A Bayfield man fatally shot a family’s Great Dane with an air-powered pellet gun last week as two young girls played nearby, law enforcement said.
Bayfield Marshal Joseph McIntyre cited Wesley Zufelt, 77, last week with misdemeanor animal cruelty after an investigation revealed he fired the pellet that hit his neighbor’s 5-year-old dog, Bailey, and nicked her aorta.
Zufelt shot the dog as she ran loose from his yard to his neighbor’s yard, where the two 4-year-old girls were playing, McIntyre said. The dog was in Zufelt’s yard when she was shot, but Zufelt pointed the gun toward a road and the front yard where the girls were playing, McIntyre said. Had he missed, the shot could have traveled across the road.
“From what (Zufelt) explained, the shot wouldn’t have been at anybody, but it was done in a reckless manner,” McIntyre said.
He was trying to scare the dog, McIntyre said.
Efforts to reach Zufelt for comment were unsuccessful Thursday and Friday.
Bailey was playing in the front yard of Jennifer and Brad Loutherback’s house about 11 a.m. May 15 with their daughter, Grace, and her friend, Brad Loutherback said. Jennifer Loutherback was packing a vehicle with her sister, and the dog was unleashed outside.
Brad Loutherback said Bailey got a case of the “zoomies” – when she “runs like a horse” – and wandered into Zufelt’s yard and onto his porch. He said Zufelt threatened to shoot another one of his pets more than a decade ago, but Loutherback considered it an idle threat.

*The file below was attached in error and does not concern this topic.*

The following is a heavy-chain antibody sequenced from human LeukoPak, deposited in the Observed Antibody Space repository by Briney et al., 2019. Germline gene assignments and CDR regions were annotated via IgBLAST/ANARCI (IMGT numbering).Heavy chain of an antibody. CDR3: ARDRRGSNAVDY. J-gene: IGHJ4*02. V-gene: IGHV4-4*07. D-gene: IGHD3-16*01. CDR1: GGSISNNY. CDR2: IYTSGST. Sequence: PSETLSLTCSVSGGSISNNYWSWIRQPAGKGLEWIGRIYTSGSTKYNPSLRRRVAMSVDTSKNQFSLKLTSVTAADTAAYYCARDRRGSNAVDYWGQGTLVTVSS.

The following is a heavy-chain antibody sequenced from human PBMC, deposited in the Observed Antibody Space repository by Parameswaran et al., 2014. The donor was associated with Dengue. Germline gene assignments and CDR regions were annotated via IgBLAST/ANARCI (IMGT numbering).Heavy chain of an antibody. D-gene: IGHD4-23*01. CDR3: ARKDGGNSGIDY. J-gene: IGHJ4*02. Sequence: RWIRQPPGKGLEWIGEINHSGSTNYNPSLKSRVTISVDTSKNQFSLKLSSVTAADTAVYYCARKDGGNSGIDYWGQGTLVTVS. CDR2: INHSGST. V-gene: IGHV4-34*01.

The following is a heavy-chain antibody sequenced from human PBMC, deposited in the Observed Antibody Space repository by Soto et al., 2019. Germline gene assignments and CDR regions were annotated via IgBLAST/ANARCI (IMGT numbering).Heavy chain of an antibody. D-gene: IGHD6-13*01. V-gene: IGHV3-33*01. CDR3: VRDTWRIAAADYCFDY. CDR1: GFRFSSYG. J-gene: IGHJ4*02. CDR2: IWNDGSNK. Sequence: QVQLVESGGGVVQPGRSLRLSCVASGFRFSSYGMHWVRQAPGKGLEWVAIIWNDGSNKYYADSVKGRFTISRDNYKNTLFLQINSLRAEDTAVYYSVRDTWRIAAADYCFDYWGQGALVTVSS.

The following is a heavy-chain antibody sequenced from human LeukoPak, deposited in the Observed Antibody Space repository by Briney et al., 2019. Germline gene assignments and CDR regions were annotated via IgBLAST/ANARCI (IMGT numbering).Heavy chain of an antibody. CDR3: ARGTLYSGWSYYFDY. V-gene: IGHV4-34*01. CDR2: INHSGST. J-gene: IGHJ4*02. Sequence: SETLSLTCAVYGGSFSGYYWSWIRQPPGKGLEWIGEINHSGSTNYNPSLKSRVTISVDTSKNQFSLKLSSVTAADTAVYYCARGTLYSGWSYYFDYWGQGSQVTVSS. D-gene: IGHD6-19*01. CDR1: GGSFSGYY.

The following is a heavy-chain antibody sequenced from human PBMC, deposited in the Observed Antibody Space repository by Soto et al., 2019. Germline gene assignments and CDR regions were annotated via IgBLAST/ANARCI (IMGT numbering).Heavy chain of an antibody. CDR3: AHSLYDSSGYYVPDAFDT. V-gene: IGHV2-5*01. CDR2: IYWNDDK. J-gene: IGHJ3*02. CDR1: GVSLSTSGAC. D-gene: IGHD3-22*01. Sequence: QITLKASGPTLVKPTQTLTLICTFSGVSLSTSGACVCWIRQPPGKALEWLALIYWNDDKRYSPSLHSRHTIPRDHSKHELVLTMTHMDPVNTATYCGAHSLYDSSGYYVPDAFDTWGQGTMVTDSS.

Zufelt saw the dog and grabbed a pellet gun sitting next to a couch in his north Bayfield home, McIntyre said after speaking with Zufelt.
Zufelt walked to a sliding glass window in the back of his house, opened it and fired the gun at the dog, McIntyre said. The Loutherbacks reported hearing Bailey yelp and seeing her limp as she walked across Tamarack Drive to their North Palo Verde Drive property.
Brad Loutherback said veterinarians at Bayfield Animal Hospital performed surgery for 3½ hours, and by 5:30 p.m. – with five stitches on her heart – Bailey was in stable condition.
But she had lost 2½ liters of blood in the operation, Loutherback said, and veterinarians told him the next 24 hours were critical. Bailey died about midnight with a Bayfield Animal Hospital employee by her side, Loutherback said.
“When we got her, we made a huge commitment to the dog, ourselves and the breeder to have this dog be a member of the family,” Loutherback said. “There was an expectation that this dog would be something special, and she far exceeded the expectations.”